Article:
Enclosed spaces causing lethal accidents

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In only a couple of days, a normal stairwell can become a deadly place to be in. Enclosed spaces are one of the most common causes of fatal accidents at sea, and a 20-year-old stevedore died in the hold of a coal ship in Oxelösund as recently as March this year.
Every year reports are written on people who have died or been seriously injured after going into storerooms, stairwells, holds or other enclosed spaces on board. The latest fatal accident in Sweden took place in March this year when a 20-year-old temporary stevedore died on a Panama-flagged coal ship in Oxelösund. According to information from the local TV channel, SVT Sörmland, the man went on board to help unload in a space that was filled with carbon monoxide.
“These accidents usually occur in roughly the same way,” says Urban Svedberg at Karolinska Institutet, who has carried out a lot of research into ships’ loads and enclosed spaces. “Loads may vary to some degree, but the sequence of events is about the same.”
A couple of breaths can be enough
Exactly what happened in Oxelösund is still unclear, but investigations from previous events illustrate how it can happen. The accident on Saga Spray in the port of Helsingborg in 2006 is just one example. The ship was docked and wood pellets had been unloaded. An ordinary seaman and a stevedore went down to guide a wheel loader being lowered into the hold to gather up the last pellets. The men never reached the hold; they both collapsed on the way down. Other crewmembers and stevedores rushed to their aid, but were also injured. Even the ambulance staff were harmed by the toxic atmosphere. The seaman died, while the unconscious stevedore was seriously injured but survived. Another six people were injured.
“It’s almost always the case that more than one person is harmed in these situations,” says Urban Svedberg. “If you see someone lying at the bottom of a shaft, it’s natural to assume that the person has fallen and you instinctively climb down to help. Once you notice that there is something strange about the air, it’s often too late. Two or three breaths and you pass out.”
The toxic atmosphere comes from biological and chemical processes that take place in loads with organic products or metals. One example of a high-risk load is timber – the bark of the trunks are full of micro-organisms that consume oxygen. Carbon monoxide can be formed in other types of loads, such as wood pellets, wheat and coal. The change from normal to deadly atmosphere can happen surprisingly quickly.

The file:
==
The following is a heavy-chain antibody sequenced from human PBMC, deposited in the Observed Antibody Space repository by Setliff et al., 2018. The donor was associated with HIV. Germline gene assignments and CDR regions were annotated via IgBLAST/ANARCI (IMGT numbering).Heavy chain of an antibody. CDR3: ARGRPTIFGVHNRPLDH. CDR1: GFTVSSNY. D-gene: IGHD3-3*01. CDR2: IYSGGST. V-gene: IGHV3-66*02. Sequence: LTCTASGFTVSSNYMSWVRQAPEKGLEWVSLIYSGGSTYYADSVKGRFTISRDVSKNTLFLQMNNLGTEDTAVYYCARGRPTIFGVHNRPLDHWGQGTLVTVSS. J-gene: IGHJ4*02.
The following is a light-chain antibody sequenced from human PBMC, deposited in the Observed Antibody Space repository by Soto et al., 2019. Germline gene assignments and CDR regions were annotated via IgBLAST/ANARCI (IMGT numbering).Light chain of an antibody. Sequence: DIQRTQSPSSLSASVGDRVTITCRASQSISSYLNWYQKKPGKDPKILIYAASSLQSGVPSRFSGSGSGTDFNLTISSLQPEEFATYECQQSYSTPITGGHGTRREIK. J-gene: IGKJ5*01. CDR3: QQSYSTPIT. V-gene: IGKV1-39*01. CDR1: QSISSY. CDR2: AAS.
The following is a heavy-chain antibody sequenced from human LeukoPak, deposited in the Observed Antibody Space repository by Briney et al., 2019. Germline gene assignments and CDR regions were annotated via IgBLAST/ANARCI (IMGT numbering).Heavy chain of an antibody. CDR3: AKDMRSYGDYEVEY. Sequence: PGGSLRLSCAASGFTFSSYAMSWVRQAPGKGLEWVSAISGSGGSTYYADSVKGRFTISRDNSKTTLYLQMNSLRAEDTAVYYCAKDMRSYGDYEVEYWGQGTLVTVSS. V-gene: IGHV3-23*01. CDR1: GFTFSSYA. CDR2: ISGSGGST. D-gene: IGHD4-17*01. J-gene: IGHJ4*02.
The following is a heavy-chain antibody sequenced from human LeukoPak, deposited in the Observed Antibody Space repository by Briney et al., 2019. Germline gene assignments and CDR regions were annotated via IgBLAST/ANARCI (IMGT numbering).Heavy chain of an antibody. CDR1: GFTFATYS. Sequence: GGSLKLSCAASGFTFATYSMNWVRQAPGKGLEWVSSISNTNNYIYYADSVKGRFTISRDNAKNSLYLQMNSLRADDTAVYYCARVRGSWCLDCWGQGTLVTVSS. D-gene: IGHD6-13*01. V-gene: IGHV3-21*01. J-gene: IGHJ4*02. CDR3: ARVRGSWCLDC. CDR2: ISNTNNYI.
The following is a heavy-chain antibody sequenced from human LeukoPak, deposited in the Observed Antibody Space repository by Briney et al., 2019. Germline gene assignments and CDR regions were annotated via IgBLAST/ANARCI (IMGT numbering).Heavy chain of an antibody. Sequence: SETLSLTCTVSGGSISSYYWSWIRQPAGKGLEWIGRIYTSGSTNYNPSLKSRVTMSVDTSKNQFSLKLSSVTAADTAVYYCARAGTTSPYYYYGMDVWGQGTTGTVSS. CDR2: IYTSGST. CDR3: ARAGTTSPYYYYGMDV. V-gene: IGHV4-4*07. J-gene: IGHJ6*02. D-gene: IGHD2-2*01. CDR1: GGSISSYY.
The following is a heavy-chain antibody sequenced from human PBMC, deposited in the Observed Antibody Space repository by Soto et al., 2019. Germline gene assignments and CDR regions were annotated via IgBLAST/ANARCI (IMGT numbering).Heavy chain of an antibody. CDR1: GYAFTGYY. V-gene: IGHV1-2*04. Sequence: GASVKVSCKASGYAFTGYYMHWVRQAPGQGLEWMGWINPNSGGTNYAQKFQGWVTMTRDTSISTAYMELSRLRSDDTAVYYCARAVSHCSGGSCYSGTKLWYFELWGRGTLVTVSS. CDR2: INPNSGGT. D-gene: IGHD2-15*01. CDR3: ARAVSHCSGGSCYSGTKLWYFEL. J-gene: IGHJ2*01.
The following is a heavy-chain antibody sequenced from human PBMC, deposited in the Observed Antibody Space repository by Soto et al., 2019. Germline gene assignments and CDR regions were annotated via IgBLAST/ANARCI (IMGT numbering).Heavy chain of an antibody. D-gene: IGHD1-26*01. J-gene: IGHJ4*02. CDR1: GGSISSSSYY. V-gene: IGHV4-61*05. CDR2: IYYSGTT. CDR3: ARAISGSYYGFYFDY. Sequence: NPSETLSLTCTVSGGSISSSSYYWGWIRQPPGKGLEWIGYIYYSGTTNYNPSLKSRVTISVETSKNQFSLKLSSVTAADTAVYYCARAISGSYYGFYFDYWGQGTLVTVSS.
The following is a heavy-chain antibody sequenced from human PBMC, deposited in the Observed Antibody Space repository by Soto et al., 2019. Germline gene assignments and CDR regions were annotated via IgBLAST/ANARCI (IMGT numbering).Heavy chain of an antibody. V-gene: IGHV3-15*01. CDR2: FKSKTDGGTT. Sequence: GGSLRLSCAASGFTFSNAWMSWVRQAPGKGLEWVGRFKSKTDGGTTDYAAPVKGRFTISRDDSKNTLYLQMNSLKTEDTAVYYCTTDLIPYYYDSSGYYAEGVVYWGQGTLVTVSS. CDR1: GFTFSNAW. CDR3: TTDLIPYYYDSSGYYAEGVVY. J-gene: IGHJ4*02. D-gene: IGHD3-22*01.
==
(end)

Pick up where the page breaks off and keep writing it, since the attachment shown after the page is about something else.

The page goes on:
“A few months after the accident on Saga Spray we made measurements on her sister ship, Saga Horizon. Only a couple of days after loading in Vancouver, we noted high concentrations of carbon monoxide,” says Urban Svedberg.
Hazardous atmospheres can also be created in places with large quantities of metal, and many accidents have taken place in empty tanks and chain boxes. When steel rusts it absorbs oxygen from the air and if the levels become low enough, it is no longer possible to breathe. Neither low oxygen levels nor high concentrations of carbon monoxide give any warning signals; they are odourless and there are no changes in temperature or colour. Once you realize that something is wrong it may be difficult to get out of
narrow passages and up steep ladders.
“Rescuing injured people from these spaces is not always easy. You have to go down with tubes and equipment, and access can be difficult,” says Urban Svedberg.
Another problem is that the hazardous atmosphere in holds can easily spread to nearby areas such as stairwells and storerooms. Leaking doors and gaskets allow gases to seep out and spread over large areas.
“I think that many people who work at sea are aware that some loads can be dangerous and that you shouldn’t go down into holds without some precautions. On the other hand, awareness of problems in spaces next to holds is probably less, and accidents that happen these days are often in stairwells or storerooms,” says Urban Svedberg.
Linda Sundgren

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